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I installed the ruby gem Daemons. To make sure it was working I created a script that would print to a file every 5 seconds. I then created another file to run the script using the trivial example they give you in the readme located at http://daemons.rubyforge.org/ . I require both rubygems and daemons. Then I type 'ruby mycontrol.rb start'. The example they use has some type of message saying '(myserver.rb is now running in the background)', I don't see that, but I don't get any errors. If I do a 'ps -u myusername' I see that the filed to be daemonized is listed in the processes, but doesn't appear to be running as nothing is getting written to the file.

Here is my source:

# this is mycontrol.rb

require 'rubygems'
require 'daemons'

Daemons.run(daemon.rb)

and...

# this is daemon.rb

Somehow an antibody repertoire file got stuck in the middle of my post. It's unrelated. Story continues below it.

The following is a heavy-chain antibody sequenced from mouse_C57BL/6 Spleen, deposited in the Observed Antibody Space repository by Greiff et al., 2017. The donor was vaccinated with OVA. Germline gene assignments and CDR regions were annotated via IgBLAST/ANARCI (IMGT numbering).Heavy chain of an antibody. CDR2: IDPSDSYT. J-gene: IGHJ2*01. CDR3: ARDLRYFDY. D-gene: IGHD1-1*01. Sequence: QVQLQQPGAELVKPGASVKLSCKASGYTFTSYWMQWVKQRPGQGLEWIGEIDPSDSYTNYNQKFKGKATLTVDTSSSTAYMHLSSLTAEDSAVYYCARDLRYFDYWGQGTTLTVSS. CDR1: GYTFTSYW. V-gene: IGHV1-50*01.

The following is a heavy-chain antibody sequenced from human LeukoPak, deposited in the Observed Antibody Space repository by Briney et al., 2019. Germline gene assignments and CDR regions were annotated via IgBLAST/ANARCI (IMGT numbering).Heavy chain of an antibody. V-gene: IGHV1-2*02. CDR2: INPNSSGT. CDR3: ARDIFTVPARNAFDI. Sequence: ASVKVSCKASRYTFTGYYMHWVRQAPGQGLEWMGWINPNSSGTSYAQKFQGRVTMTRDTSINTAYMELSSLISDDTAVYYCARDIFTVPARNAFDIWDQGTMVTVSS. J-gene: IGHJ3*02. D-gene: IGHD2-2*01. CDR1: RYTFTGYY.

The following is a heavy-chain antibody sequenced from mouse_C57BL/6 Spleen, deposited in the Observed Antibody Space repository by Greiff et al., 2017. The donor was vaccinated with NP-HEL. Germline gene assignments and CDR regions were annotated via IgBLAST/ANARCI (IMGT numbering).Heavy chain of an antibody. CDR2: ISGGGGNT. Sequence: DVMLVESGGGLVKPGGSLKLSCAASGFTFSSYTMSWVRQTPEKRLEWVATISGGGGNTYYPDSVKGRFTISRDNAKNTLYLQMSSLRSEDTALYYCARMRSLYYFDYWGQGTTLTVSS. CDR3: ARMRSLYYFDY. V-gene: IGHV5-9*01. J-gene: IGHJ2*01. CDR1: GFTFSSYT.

loop do 
 open('file.out', 'w') do |f|
  f.puts 'hello everybody'
 end
 sleep(3)
end

Does anything I'm doing jump out at you as being wrong?

Thanks, Tony

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Please could you reformat your code (indent it by 4 spaces) to make it more readable? – Phil Ross Nov 18 '09 at 22:22
up vote 3 down vote accepted

I've tried your example and it works for me (Ruby 1.8.6 on Linux with Daemons version 1.0.10). However, you may be encountering the following issues:

  • I found that the daemonized process (daemon.rb) was being started with a current working directory of /. This was not the current directory when running mycontrol.rb or the directory that contained daemon.rb. Running as a non-root user meant that my process didn't have permission to write the file. I changed the filename to /tmp/file.out and the file was created with the expected content.

  • You are opening file.out in write-only ('w') mode. This means that it will be truncated and rewritten every 3 seconds. If you open the file in append ('a') mode you will see an additional hello everybody line written to the file every 3 seconds.

I don't see the 'is now running in the background' messages either. I assume this is included in the documentation to illustrate what should have happened rather than to indicate the output.

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